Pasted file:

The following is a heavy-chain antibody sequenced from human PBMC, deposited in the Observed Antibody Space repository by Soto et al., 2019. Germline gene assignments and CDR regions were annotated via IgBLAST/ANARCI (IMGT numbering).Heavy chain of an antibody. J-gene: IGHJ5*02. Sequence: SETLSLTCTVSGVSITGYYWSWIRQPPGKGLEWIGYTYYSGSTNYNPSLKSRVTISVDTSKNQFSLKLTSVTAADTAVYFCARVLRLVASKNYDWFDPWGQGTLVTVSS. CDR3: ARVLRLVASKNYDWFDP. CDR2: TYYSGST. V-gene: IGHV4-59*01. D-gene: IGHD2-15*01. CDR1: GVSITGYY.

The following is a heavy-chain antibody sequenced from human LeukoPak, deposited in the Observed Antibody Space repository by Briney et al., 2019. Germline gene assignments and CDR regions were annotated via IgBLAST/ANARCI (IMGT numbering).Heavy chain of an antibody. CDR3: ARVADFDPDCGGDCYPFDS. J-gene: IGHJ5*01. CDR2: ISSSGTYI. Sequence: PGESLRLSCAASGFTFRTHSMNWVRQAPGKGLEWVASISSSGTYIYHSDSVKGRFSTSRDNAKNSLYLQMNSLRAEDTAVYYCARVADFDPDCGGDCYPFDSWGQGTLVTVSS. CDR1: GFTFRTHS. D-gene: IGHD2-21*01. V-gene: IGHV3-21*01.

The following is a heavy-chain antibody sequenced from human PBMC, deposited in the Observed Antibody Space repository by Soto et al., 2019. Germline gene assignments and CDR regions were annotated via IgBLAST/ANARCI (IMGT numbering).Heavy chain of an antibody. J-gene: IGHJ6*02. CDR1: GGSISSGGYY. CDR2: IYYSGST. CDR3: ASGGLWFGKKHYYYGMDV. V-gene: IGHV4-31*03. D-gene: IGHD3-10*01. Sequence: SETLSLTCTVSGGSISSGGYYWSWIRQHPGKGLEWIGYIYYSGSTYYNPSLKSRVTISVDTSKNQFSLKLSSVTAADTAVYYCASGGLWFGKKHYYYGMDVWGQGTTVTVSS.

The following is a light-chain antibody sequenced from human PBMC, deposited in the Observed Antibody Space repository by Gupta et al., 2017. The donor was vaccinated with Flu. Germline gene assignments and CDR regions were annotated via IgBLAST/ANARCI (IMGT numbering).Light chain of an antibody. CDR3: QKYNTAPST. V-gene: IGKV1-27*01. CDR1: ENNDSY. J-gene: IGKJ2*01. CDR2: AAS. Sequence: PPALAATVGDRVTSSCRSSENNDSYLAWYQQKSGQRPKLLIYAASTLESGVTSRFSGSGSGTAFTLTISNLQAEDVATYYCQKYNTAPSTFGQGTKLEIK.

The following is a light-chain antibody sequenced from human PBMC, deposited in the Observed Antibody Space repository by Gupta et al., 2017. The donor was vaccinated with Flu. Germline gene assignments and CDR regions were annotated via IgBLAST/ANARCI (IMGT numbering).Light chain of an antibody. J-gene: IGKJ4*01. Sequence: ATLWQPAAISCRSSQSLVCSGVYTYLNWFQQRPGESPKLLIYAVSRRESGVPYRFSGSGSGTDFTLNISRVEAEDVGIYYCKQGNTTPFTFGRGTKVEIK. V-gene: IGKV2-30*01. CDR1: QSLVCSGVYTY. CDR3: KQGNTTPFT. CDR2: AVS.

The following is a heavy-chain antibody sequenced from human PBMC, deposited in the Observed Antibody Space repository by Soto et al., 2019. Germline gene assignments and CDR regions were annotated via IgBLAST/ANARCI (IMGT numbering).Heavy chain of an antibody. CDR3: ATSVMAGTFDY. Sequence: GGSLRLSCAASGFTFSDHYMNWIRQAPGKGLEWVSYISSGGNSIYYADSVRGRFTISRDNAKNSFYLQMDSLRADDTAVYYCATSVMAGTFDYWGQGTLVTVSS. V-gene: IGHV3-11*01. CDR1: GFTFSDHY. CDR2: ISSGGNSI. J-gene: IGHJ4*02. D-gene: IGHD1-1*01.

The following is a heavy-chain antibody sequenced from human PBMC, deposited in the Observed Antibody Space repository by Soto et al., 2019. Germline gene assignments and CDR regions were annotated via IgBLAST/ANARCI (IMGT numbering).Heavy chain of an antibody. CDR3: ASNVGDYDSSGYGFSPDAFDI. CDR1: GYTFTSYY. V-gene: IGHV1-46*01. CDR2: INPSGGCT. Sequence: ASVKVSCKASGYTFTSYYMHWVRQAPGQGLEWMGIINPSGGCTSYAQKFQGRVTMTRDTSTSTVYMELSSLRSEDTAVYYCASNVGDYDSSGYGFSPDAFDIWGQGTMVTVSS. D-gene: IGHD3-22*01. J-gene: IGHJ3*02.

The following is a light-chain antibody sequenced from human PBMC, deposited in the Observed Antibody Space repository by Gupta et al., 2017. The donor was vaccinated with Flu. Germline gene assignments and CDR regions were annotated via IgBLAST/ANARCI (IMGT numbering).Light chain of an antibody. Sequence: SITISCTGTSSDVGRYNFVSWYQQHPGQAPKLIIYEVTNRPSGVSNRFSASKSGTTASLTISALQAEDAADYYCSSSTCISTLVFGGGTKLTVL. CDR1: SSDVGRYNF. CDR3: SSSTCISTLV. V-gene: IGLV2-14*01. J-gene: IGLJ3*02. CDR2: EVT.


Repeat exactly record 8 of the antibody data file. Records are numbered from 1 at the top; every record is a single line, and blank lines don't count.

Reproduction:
The following is a light-chain antibody sequenced from human PBMC, deposited in the Observed Antibody Space repository by Gupta et al., 2017. The donor was vaccinated with Flu. Germline gene assignments and CDR regions were annotated via IgBLAST/ANARCI (IMGT numbering).Light chain of an antibody. Sequence: SITISCTGTSSDVGRYNFVSWYQQHPGQAPKLIIYEVTNRPSGVSNRFSASKSGTTASLTISALQAEDAADYYCSSSTCISTLVFGGGTKLTVL. CDR1: SSDVGRYNF. CDR3: SSSTCISTLV. V-gene: IGLV2-14*01. J-gene: IGLJ3*02. CDR2: EVT.